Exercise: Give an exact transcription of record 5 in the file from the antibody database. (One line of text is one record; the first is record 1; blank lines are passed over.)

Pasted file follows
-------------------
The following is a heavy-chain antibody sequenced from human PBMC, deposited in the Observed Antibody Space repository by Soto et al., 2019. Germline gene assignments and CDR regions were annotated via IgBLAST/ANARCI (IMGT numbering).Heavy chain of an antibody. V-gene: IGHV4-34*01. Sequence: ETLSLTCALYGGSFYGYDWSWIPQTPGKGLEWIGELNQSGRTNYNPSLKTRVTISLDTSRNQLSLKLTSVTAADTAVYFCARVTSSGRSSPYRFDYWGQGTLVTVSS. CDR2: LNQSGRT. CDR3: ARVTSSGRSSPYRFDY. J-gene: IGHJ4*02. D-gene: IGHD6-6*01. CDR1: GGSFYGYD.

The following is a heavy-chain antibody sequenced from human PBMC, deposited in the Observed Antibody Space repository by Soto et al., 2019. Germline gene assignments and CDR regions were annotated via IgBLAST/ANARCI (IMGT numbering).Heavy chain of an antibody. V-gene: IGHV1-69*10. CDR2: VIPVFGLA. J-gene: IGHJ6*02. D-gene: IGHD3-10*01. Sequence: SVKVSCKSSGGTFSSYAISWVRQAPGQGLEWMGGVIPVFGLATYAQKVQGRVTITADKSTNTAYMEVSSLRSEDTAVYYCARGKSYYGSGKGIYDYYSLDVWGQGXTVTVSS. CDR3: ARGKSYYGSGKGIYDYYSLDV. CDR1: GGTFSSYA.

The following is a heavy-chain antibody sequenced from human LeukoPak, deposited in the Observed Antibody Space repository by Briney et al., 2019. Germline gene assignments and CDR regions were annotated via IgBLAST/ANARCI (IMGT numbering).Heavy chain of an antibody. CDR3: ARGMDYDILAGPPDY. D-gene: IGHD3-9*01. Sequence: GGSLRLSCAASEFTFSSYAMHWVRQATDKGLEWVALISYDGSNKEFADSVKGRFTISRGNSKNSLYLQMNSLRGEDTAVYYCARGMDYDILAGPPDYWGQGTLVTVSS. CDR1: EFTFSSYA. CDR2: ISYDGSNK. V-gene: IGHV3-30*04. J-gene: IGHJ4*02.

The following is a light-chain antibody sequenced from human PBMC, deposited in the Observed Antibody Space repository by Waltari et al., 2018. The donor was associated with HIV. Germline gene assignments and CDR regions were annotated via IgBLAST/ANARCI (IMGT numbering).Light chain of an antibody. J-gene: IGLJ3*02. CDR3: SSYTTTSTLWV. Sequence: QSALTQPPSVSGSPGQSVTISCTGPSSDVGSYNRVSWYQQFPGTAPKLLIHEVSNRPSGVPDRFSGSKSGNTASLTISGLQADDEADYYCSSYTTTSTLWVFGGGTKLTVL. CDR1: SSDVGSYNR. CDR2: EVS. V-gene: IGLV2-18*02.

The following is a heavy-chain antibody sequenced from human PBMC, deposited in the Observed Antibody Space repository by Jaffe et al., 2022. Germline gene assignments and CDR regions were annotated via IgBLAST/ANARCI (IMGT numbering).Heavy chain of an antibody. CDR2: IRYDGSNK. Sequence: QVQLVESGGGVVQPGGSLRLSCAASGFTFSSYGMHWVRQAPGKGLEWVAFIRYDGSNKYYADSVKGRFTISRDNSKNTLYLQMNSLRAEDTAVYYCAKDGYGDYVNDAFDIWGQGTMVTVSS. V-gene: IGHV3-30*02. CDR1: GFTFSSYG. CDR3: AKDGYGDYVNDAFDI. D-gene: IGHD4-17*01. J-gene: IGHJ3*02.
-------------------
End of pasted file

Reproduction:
The following is a heavy-chain antibody sequenced from human PBMC, deposited in the Observed Antibody Space repository by Jaffe et al., 2022. Germline gene assignments and CDR regions were annotated via IgBLAST/ANARCI (IMGT numbering).Heavy chain of an antibody. CDR2: IRYDGSNK. Sequence: QVQLVESGGGVVQPGGSLRLSCAASGFTFSSYGMHWVRQAPGKGLEWVAFIRYDGSNKYYADSVKGRFTISRDNSKNTLYLQMNSLRAEDTAVYYCAKDGYGDYVNDAFDIWGQGTMVTVSS. V-gene: IGHV3-30*02. CDR1: GFTFSSYG. CDR3: AKDGYGDYVNDAFDI. D-gene: IGHD4-17*01. J-gene: IGHJ3*02.